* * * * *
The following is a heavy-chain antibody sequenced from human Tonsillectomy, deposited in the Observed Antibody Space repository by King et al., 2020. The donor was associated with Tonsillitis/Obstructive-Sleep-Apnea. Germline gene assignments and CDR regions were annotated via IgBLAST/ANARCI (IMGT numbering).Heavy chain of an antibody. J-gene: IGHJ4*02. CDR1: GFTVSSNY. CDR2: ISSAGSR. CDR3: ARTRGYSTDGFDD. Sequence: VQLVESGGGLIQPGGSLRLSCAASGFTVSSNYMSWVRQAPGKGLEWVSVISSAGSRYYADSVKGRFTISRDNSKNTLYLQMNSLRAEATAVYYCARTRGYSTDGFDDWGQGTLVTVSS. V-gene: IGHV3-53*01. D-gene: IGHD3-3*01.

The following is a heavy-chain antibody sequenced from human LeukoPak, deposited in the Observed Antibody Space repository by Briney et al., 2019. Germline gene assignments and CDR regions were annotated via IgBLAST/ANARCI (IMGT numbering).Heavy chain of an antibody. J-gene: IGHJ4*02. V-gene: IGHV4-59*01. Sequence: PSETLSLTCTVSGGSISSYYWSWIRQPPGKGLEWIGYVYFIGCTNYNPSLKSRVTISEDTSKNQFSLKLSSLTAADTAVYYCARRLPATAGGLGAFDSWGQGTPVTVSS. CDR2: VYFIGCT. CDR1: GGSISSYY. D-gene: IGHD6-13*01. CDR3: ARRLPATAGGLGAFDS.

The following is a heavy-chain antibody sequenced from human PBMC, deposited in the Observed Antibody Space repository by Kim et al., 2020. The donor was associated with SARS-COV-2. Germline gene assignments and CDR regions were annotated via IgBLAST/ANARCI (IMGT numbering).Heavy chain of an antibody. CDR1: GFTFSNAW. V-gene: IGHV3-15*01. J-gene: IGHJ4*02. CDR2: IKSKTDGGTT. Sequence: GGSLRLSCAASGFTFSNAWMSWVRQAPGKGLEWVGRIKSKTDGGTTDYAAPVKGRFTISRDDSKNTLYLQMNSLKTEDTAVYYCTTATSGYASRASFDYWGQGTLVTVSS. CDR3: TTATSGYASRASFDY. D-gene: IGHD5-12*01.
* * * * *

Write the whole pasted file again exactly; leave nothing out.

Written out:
The following is a heavy-chain antibody sequenced from human Tonsillectomy, deposited in the Observed Antibody Space repository by King et al., 2020. The donor was associated with Tonsillitis/Obstructive-Sleep-Apnea. Germline gene assignments and CDR regions were annotated via IgBLAST/ANARCI (IMGT numbering).Heavy chain of an antibody. J-gene: IGHJ4*02. CDR1: GFTVSSNY. CDR2: ISSAGSR. CDR3: ARTRGYSTDGFDD. Sequence: VQLVESGGGLIQPGGSLRLSCAASGFTVSSNYMSWVRQAPGKGLEWVSVISSAGSRYYADSVKGRFTISRDNSKNTLYLQMNSLRAEATAVYYCARTRGYSTDGFDDWGQGTLVTVSS. V-gene: IGHV3-53*01. D-gene: IGHD3-3*01.

The following is a heavy-chain antibody sequenced from human LeukoPak, deposited in the Observed Antibody Space repository by Briney et al., 2019. Germline gene assignments and CDR regions were annotated via IgBLAST/ANARCI (IMGT numbering).Heavy chain of an antibody. J-gene: IGHJ4*02. V-gene: IGHV4-59*01. Sequence: PSETLSLTCTVSGGSISSYYWSWIRQPPGKGLEWIGYVYFIGCTNYNPSLKSRVTISEDTSKNQFSLKLSSLTAADTAVYYCARRLPATAGGLGAFDSWGQGTPVTVSS. CDR2: VYFIGCT. CDR1: GGSISSYY. D-gene: IGHD6-13*01. CDR3: ARRLPATAGGLGAFDS.

The following is a heavy-chain antibody sequenced from human PBMC, deposited in the Observed Antibody Space repository by Kim et al., 2020. The donor was associated with SARS-COV-2. Germline gene assignments and CDR regions were annotated via IgBLAST/ANARCI (IMGT numbering).Heavy chain of an antibody. CDR1: GFTFSNAW. V-gene: IGHV3-15*01. J-gene: IGHJ4*02. CDR2: IKSKTDGGTT. Sequence: GGSLRLSCAASGFTFSNAWMSWVRQAPGKGLEWVGRIKSKTDGGTTDYAAPVKGRFTISRDDSKNTLYLQMNSLKTEDTAVYYCTTATSGYASRASFDYWGQGTLVTVSS. CDR3: TTATSGYASRASFDY. D-gene: IGHD5-12*01.